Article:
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Dan was eventually assigned to duty at the Naval Air Technical Training Command (NATTC) in Norman, Oklahoma—home of the recently constructed Naval Flight Training Center for combat pilots. To train naval pilots on land, runways were constructed with the same dimensions and look of the deck of an aircraft carrier. Dan served on the fire department on base and was part of a crash-truck crew, which trained to extinguish fires of aircraft damaged in combat missions. While on duty, “save the pilot” was the catchphrase Dan and the crew lived by. With no special gear, the crew was required to fight the fire until they could safely touch the wing of the aircraft. In his off-duty time, Dan enjoyed dancing and movies. One of these pasttimes eventually impacted his civilian career choice—so it was time well spent!

Civilian life With the war winding down and discharge on the horizon, Dan and a friend made travel plans. He wanted to see the country—specifically the Grand Canyon. His parents sent him $500 to help him make the trip following his honorable discharge. Dan and his friend left the base, bought a used car, and headed to Oklahoma City—staying the night

with a family friend. The following day, singing, “Get Your Kicks on Route 66,” they continued to head west to the Grand Canyon, Los Angeles, and eventually San Diego. Dan worked part-time jobs to make ends meet, and enjoyed many adventures in California. This included a meeting with comedian Red Skelton in a comedy club, among other things. Following his adventures, he decided to head for home after meeting a couple who needed a ride to Milwaukee—and he gladly obliged them.

Life goes on Back in Milwaukee, and with no plans to return to college, Dan searched for a job and recalled one particular movie he was inspired by about an advertising agency. He took a leap of faith and was eventually connected with an advertising manager from Wisconsin Electric Power Company. He was hired and had a long and successful career.

Reflections Dan was proud of his service, but had regrets about not being stationed on an aircraft carrier. (Join the Navy, see Oklahoma!?) He was trained and willing to serve, but he did not get the opportunity to travel and see the world. He was grateful to have the opportunity to learn about himself, finding ways to overcome his shyness, and not being in active combat.

Cedar Community Dan resided at Cedar Community’s assisted living for six years. He passed away on November 13, 2021. Dan’s family allowed publication of this article as a tribute to Dan’s rich life. We are grateful to share his story.


Phy sic al

S p iri tu

l na o i ot

ial Soc

Environme nta l

ual ect l l te In

When talking about wellbeing, there is more to the topic than just physical activity and healthy eating. At Cedar Community, we strive to support the seven core areas of wellbeing: emotional, environmental, intellectual, physical, social, spiritual, and vocational. We will explore these seven areas through education, programs, and resources.

al Vocational


Social wellbeing and you At Cedar Community, being social is key to wellbeing! From the time you’re born, your relationships help you learn to navigate the world. You learn how to interact with others, express yourself, and be a part of different communities from those around you. Positive social habits can help you build support systems and stay healthier mentally and physically. Here are some tips to enhance your social wellbeing: Make connections Social connections help protect health and lengthen life. Scientists are finding that our links to others can have powerful effects on our health. Statistics show that social connections increase longevity. Whether with family, friends, neighbors, romantic partners, or others, social connections are key to our wellbeing. Here are some examples to help you work on connecting: · Take a class or try something new. · Participate in community events. · Volunteer at a school, library, or other community business. Take care of yourself while caring for others Many of us will end up becoming a caregiver at some point in our lives. The stress and strain of caregiving can take a toll on your health. It’s important to find ways to care for your health while caring for others. Depending on your circumstances, some self-care strategies may be difficult to carry out. Choose options that work for you. Some suggestions: · Keep up with your interests and hobbies when you can. · Ask for help from others to give yourself a break, even if it is to run a few errands.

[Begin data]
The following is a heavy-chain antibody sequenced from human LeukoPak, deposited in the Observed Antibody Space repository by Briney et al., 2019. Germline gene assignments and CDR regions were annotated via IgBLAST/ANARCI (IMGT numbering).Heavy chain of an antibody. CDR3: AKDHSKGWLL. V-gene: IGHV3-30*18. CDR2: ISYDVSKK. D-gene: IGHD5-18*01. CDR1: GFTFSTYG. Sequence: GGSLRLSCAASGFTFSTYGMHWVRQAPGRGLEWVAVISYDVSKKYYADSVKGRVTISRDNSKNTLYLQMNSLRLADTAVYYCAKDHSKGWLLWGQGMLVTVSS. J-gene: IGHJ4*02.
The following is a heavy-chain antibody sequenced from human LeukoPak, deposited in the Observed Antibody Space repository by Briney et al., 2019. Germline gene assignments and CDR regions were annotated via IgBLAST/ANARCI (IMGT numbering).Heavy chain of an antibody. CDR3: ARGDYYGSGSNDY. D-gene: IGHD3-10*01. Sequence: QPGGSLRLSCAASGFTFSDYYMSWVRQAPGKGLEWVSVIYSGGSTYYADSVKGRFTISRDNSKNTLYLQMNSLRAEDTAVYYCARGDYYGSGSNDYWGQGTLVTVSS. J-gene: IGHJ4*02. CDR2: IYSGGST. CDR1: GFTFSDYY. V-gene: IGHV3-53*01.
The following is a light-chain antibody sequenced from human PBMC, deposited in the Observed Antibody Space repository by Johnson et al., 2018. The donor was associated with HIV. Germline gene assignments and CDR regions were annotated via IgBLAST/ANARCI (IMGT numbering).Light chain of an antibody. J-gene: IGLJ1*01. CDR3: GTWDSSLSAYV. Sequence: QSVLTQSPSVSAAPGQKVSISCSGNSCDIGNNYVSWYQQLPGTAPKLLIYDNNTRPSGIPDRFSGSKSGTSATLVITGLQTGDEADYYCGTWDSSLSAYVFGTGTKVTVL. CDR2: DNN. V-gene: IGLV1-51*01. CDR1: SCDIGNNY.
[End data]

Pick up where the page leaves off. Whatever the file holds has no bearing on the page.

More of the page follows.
Get active together Where you live or work can have a big impact on how much you move and even how much you weigh. Being active with others in your community can have a positive effect on your health habits and create opportunities to connect. Here are some ways you can be active: · Walk with friends/family to pass the time and make social connections. · Consider joining an exercise group or try out a new one you are not in. · Participate in planning efforts toward community physical activity such as new sidewalks or equipment. Build healthy relationships Strong, healthy relationships are important throughout your life—they can impact your mental and physical wellbeing. At any age you can learn ways to improve your relationships. It’s important to know what a healthy relationship looks like and how to keep your connections supportive. Here are some ways to build those healthy relationships: · Listen to others without judgement or blame. · Be caring and empathetic.